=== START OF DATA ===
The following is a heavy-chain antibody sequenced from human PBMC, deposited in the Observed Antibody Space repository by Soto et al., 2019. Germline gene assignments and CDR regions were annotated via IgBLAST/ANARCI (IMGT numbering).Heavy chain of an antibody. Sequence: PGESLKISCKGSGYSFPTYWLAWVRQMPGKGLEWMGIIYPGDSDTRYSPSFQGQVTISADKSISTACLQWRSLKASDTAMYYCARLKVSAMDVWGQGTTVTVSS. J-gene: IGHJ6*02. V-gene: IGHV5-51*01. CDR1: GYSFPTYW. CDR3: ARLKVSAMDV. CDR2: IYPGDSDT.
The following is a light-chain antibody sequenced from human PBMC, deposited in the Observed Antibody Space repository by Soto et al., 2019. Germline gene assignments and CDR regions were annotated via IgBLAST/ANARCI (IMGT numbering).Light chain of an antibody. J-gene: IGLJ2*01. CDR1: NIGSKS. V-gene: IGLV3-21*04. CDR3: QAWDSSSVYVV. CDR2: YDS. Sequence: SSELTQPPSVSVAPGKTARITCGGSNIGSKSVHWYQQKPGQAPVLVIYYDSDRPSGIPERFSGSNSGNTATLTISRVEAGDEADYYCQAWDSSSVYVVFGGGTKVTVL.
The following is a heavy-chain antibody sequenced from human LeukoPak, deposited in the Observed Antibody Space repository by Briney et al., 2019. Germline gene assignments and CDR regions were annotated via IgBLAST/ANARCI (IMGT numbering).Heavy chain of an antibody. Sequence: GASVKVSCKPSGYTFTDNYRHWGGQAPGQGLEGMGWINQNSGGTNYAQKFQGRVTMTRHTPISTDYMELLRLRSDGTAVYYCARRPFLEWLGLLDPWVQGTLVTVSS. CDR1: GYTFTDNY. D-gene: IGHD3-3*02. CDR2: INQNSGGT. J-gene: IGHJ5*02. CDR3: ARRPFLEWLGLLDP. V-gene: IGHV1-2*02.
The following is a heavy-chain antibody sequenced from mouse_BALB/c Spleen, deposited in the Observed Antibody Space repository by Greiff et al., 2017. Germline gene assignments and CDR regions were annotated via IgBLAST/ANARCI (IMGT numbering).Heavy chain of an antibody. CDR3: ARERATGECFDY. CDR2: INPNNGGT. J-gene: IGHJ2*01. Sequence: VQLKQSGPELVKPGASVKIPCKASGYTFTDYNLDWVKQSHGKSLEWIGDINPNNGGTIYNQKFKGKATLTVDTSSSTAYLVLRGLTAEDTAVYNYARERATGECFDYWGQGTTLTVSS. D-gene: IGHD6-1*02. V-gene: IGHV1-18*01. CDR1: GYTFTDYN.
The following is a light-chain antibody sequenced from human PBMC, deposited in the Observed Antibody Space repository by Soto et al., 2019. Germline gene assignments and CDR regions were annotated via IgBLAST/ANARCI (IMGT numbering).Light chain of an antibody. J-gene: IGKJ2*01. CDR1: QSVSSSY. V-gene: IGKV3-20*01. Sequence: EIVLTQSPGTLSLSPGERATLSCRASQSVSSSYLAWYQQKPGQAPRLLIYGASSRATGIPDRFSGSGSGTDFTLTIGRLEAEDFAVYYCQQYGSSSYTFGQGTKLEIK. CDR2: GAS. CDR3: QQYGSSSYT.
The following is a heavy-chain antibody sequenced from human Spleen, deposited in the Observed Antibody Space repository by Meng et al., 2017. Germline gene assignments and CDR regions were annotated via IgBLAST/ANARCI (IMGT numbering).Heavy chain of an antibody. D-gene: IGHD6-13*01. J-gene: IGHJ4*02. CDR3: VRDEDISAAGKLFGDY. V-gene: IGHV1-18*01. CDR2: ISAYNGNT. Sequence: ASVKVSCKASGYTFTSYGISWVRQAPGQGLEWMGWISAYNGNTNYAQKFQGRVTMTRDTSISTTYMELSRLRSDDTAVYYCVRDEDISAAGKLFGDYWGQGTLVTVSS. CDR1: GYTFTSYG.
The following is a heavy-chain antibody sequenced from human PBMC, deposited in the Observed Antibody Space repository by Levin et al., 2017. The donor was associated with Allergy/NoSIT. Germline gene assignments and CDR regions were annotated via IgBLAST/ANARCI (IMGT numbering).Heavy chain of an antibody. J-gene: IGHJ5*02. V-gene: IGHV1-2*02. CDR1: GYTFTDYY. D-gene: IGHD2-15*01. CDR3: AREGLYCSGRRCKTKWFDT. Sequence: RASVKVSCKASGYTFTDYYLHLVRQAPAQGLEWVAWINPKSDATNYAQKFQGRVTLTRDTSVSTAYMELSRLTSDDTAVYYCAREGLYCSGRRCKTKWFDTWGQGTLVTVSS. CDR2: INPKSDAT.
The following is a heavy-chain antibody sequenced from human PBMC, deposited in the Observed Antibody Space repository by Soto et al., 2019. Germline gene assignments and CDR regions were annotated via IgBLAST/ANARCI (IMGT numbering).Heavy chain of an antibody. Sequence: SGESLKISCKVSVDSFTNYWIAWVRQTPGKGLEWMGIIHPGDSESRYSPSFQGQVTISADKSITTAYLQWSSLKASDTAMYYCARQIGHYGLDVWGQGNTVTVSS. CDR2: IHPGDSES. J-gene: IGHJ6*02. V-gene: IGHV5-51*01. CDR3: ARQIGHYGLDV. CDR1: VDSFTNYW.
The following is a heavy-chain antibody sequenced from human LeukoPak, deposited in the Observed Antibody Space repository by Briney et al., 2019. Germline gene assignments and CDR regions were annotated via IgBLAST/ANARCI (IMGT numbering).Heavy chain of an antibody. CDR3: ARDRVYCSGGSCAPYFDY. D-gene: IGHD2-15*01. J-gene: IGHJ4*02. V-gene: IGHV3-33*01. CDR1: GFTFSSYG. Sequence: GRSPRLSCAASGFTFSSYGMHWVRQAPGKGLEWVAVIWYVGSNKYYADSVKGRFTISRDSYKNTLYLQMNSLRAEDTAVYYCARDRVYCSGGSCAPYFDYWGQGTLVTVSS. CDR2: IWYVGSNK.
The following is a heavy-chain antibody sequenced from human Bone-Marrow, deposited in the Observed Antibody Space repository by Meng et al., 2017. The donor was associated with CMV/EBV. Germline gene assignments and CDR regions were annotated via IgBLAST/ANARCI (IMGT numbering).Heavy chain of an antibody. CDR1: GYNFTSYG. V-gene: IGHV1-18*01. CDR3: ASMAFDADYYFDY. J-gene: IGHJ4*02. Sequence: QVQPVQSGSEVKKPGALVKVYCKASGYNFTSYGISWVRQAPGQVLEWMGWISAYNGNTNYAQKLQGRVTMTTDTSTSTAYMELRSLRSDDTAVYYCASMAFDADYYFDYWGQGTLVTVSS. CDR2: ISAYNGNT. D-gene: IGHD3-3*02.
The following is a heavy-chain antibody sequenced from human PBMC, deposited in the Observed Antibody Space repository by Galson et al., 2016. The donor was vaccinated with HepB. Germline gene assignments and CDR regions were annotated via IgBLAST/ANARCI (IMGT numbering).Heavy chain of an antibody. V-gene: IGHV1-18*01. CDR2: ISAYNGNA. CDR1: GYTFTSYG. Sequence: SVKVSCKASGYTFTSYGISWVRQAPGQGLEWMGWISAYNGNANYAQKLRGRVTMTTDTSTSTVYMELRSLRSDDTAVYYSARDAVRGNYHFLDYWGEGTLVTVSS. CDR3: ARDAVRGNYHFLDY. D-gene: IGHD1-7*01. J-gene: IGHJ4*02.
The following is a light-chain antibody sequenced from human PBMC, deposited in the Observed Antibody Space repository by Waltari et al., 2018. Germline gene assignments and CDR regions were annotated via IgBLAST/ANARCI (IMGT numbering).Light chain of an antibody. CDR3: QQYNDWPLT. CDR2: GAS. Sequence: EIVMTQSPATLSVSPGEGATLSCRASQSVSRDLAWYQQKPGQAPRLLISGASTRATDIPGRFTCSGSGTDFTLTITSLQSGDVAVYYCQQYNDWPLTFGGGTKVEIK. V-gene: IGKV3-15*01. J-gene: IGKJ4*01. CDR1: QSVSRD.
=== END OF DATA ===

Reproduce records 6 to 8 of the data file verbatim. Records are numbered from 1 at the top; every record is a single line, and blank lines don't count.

The following is a heavy-chain antibody sequenced from human Spleen, deposited in the Observed Antibody Space repository by Meng et al., 2017. Germline gene assignments and CDR regions were annotated via IgBLAST/ANARCI (IMGT numbering).Heavy chain of an antibody. D-gene: IGHD6-13*01. J-gene: IGHJ4*02. CDR3: VRDEDISAAGKLFGDY. V-gene: IGHV1-18*01. CDR2: ISAYNGNT. Sequence: ASVKVSCKASGYTFTSYGISWVRQAPGQGLEWMGWISAYNGNTNYAQKFQGRVTMTRDTSISTTYMELSRLRSDDTAVYYCVRDEDISAAGKLFGDYWGQGTLVTVSS. CDR1: GYTFTSYG.
The following is a heavy-chain antibody sequenced from human PBMC, deposited in the Observed Antibody Space repository by Levin et al., 2017. The donor was associated with Allergy/NoSIT. Germline gene assignments and CDR regions were annotated via IgBLAST/ANARCI (IMGT numbering).Heavy chain of an antibody. J-gene: IGHJ5*02. V-gene: IGHV1-2*02. CDR1: GYTFTDYY. D-gene: IGHD2-15*01. CDR3: AREGLYCSGRRCKTKWFDT. Sequence: RASVKVSCKASGYTFTDYYLHLVRQAPAQGLEWVAWINPKSDATNYAQKFQGRVTLTRDTSVSTAYMELSRLTSDDTAVYYCAREGLYCSGRRCKTKWFDTWGQGTLVTVSS. CDR2: INPKSDAT.
The following is a heavy-chain antibody sequenced from human PBMC, deposited in the Observed Antibody Space repository by Soto et al., 2019. Germline gene assignments and CDR regions were annotated via IgBLAST/ANARCI (IMGT numbering).Heavy chain of an antibody. Sequence: SGESLKISCKVSVDSFTNYWIAWVRQTPGKGLEWMGIIHPGDSESRYSPSFQGQVTISADKSITTAYLQWSSLKASDTAMYYCARQIGHYGLDVWGQGNTVTVSS. CDR2: IHPGDSES. J-gene: IGHJ6*02. V-gene: IGHV5-51*01. CDR3: ARQIGHYGLDV. CDR1: VDSFTNYW.